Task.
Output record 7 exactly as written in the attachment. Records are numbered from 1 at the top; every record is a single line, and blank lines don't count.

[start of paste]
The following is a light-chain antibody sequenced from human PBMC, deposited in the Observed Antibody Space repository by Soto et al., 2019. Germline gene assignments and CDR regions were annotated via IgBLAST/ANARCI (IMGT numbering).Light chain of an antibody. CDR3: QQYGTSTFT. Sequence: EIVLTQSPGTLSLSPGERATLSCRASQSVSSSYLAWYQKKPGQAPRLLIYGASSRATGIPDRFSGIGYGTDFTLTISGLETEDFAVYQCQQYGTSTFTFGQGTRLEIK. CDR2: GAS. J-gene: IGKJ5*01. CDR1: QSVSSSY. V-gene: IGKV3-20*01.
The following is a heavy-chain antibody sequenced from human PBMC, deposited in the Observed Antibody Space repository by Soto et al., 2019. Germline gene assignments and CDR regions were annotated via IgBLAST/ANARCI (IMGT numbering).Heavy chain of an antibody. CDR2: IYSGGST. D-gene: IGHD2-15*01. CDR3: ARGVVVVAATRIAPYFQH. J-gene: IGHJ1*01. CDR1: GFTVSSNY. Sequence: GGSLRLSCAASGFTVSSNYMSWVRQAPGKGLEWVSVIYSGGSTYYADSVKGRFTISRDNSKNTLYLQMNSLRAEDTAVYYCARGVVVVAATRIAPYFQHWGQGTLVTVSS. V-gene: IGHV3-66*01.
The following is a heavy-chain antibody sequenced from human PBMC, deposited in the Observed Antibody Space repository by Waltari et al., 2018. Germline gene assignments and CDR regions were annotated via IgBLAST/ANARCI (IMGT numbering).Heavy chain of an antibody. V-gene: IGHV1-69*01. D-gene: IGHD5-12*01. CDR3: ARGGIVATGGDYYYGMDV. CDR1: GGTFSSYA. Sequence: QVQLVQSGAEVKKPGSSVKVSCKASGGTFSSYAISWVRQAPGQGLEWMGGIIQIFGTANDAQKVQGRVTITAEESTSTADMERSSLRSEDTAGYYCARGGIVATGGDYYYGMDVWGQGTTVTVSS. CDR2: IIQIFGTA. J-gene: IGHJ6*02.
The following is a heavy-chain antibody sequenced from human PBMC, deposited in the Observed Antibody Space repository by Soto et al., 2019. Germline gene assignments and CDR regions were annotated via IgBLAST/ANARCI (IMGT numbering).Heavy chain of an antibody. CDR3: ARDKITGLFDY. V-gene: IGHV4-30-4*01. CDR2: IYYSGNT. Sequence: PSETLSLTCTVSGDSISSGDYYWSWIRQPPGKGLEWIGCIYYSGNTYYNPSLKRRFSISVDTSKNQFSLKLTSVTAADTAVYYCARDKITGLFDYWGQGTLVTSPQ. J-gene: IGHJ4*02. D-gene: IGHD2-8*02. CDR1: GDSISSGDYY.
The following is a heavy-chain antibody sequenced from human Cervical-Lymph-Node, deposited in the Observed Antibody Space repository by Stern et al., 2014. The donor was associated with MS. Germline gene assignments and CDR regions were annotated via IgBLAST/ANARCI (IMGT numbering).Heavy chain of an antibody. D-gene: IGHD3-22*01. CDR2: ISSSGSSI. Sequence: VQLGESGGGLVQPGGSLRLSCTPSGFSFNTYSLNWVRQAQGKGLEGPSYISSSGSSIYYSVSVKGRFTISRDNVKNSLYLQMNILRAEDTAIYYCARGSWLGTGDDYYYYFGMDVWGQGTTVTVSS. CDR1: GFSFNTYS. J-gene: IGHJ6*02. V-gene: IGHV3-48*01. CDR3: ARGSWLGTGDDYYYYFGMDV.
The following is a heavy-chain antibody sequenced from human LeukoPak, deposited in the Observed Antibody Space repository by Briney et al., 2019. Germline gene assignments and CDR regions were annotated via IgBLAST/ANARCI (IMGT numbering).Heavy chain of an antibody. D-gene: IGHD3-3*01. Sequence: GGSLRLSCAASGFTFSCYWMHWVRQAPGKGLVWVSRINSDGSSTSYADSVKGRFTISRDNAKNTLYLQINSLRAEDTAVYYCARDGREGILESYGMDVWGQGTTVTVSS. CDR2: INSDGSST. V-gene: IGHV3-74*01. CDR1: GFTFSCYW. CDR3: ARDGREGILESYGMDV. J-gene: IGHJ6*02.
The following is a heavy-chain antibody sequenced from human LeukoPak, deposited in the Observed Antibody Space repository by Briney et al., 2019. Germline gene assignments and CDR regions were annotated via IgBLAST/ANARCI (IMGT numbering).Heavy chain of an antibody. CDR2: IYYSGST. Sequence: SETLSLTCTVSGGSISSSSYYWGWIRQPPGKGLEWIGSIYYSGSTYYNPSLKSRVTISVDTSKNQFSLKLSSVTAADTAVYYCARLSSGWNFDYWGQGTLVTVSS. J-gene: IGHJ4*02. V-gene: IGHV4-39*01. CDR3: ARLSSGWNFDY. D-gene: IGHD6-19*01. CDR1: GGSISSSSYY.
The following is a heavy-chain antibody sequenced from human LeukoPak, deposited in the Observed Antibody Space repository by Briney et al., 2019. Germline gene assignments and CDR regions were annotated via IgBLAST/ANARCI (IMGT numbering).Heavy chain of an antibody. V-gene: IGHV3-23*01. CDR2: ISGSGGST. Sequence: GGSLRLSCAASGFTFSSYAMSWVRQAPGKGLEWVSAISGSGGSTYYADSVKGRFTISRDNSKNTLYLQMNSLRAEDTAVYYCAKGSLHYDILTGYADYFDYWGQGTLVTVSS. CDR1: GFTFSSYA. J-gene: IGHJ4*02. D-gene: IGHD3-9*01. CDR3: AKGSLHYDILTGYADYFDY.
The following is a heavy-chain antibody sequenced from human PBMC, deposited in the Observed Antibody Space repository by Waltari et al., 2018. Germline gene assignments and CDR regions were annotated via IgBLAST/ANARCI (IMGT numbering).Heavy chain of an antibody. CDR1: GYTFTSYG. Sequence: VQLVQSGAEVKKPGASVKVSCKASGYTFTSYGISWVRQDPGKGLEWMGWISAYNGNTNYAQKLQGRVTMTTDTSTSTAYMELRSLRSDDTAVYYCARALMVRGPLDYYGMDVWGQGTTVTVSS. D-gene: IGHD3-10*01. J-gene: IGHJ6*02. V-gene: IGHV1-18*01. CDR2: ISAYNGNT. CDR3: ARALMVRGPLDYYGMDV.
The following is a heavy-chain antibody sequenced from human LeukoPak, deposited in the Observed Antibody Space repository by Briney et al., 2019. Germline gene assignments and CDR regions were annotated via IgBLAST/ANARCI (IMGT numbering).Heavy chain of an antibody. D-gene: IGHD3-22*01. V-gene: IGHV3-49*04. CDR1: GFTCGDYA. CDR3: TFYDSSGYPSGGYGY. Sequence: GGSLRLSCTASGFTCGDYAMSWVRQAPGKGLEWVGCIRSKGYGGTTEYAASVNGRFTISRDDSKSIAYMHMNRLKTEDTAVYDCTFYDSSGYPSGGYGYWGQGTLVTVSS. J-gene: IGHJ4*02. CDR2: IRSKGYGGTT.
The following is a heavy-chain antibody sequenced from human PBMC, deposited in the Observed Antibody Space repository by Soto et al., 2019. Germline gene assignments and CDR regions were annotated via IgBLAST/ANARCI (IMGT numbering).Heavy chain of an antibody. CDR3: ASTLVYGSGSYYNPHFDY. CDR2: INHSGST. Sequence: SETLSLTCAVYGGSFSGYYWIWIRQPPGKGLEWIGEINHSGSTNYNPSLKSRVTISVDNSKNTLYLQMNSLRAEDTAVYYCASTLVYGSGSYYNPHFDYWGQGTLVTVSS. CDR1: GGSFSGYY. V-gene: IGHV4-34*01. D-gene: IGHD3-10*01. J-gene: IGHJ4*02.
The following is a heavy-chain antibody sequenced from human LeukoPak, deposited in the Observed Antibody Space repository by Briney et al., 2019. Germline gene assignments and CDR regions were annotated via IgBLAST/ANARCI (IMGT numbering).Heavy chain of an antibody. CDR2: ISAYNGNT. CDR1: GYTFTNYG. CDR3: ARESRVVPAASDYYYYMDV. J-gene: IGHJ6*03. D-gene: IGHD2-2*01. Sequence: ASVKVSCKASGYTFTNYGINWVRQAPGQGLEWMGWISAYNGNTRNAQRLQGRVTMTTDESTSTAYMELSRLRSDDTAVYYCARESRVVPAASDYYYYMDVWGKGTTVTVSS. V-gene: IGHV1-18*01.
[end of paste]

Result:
The following is a heavy-chain antibody sequenced from human LeukoPak, deposited in the Observed Antibody Space repository by Briney et al., 2019. Germline gene assignments and CDR regions were annotated via IgBLAST/ANARCI (IMGT numbering).Heavy chain of an antibody. CDR2: IYYSGST. Sequence: SETLSLTCTVSGGSISSSSYYWGWIRQPPGKGLEWIGSIYYSGSTYYNPSLKSRVTISVDTSKNQFSLKLSSVTAADTAVYYCARLSSGWNFDYWGQGTLVTVSS. J-gene: IGHJ4*02. V-gene: IGHV4-39*01. CDR3: ARLSSGWNFDY. D-gene: IGHD6-19*01. CDR1: GGSISSSSYY.